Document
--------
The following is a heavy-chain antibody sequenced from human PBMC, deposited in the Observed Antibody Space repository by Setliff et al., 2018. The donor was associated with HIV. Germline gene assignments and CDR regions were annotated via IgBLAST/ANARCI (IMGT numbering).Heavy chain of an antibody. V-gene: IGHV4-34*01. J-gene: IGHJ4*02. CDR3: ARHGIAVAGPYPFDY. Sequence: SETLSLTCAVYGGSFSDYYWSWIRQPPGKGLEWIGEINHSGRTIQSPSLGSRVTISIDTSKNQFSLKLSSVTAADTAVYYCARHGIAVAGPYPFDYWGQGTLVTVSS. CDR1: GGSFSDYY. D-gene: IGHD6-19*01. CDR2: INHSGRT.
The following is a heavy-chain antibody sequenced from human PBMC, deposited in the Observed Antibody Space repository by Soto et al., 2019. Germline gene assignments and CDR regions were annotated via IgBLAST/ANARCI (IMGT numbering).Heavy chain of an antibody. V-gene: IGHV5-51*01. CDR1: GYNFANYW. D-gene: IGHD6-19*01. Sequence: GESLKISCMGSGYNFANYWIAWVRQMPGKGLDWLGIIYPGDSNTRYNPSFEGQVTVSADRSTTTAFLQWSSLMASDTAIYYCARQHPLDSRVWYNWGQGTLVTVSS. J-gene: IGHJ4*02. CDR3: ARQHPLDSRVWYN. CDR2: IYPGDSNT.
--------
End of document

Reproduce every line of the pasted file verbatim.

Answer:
The following is a heavy-chain antibody sequenced from human PBMC, deposited in the Observed Antibody Space repository by Setliff et al., 2018. The donor was associated with HIV. Germline gene assignments and CDR regions were annotated via IgBLAST/ANARCI (IMGT numbering).Heavy chain of an antibody. V-gene: IGHV4-34*01. J-gene: IGHJ4*02. CDR3: ARHGIAVAGPYPFDY. Sequence: SETLSLTCAVYGGSFSDYYWSWIRQPPGKGLEWIGEINHSGRTIQSPSLGSRVTISIDTSKNQFSLKLSSVTAADTAVYYCARHGIAVAGPYPFDYWGQGTLVTVSS. CDR1: GGSFSDYY. D-gene: IGHD6-19*01. CDR2: INHSGRT.
The following is a heavy-chain antibody sequenced from human PBMC, deposited in the Observed Antibody Space repository by Soto et al., 2019. Germline gene assignments and CDR regions were annotated via IgBLAST/ANARCI (IMGT numbering).Heavy chain of an antibody. V-gene: IGHV5-51*01. CDR1: GYNFANYW. D-gene: IGHD6-19*01. Sequence: GESLKISCMGSGYNFANYWIAWVRQMPGKGLDWLGIIYPGDSNTRYNPSFEGQVTVSADRSTTTAFLQWSSLMASDTAIYYCARQHPLDSRVWYNWGQGTLVTVSS. J-gene: IGHJ4*02. CDR3: ARQHPLDSRVWYN. CDR2: IYPGDSNT.